I was not alone in my bewilderment in the face of the difference between how the American Supreme Court is treated in comparison to other national high courts worldwide. In 2012, I convened a reading group with other doctoral students at Yale who earned their first law degree outside the US to try and decipher why the resistance to judicial supremacy applies only within the US borders. The rise of judicial power in Israel played a major role in these discussions because Israel has always served as exhibit A in accounts of the rise of judicial power worldwide.

I am no supporter of the Netanyahu government. I never voted for a right-wing party. I am ashamed that Israel’s minister of national security is Itamar Ben Gvir who for years prided himself on having in his living room a picture of a Jewish terrorist who massacred 29 Palestinians. Yet I view with great concern the moves of the Israeli Supreme Court in recent decades that have consistently undermined the voice of the people.

The clash between the Netanyahu government and the court is soon to reach another boiling point. In September, the Supreme Court is scheduled to hear petitions against two amendments to Israel’s Basic Laws. These petitions will decide the question of who has the last word in Israeli democracy.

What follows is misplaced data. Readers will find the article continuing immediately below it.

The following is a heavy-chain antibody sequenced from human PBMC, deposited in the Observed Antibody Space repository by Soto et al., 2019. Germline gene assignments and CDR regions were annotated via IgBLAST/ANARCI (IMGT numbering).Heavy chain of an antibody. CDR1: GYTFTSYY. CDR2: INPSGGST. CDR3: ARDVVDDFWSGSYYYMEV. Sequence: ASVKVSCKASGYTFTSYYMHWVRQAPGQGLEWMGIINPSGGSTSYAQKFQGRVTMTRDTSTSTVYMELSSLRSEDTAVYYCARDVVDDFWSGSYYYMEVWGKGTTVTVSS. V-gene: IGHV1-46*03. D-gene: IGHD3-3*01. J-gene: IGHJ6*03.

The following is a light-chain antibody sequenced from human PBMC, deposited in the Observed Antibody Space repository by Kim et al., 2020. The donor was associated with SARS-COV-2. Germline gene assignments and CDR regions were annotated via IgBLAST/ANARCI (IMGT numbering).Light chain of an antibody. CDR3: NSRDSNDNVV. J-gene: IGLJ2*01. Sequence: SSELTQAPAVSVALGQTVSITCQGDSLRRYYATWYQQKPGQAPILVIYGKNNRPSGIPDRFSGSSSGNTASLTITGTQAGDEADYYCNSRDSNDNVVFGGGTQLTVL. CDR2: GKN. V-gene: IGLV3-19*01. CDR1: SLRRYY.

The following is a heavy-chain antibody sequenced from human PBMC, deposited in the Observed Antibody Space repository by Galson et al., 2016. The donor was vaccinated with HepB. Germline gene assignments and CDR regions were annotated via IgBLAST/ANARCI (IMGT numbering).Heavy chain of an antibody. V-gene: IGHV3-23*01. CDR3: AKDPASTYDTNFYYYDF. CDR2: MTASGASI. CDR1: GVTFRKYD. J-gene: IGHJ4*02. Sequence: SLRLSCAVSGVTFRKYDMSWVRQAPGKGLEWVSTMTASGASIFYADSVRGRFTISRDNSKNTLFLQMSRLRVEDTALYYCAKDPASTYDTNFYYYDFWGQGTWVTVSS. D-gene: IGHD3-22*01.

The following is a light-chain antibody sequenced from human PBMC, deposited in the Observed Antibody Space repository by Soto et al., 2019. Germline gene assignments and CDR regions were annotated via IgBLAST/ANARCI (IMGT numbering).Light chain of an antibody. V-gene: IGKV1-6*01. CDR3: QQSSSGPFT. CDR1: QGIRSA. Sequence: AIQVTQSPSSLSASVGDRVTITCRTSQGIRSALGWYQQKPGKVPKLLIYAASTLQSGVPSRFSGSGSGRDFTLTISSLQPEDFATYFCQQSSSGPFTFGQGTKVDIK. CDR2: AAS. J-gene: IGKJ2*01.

In 1995, the Israeli Supreme Court adopted the “constitutional revolution” thesis which was the brainchild of the president of the court at that time, Aharon Barak. According to Barak, the two Basic Laws that were enacted in 1992 and anchor several central human rights together with nine previous Basic Laws that deal with the structure of government constitute together Israel’s constitution. Yes, you may have read that Israel lacks a constitution but that is not true, at least according to the court.

The declaration that the Basic Laws are Israel’s unfinished constitution was essential for the court in order to expand its authority so it can strike down legislation that contradicted the Basic Laws. Yet in those years, the court emphasized that the last word remains in the hands of the Israeli people, whose representatives in Israel’s parliament – the Knesset – could always amend the Basic Laws.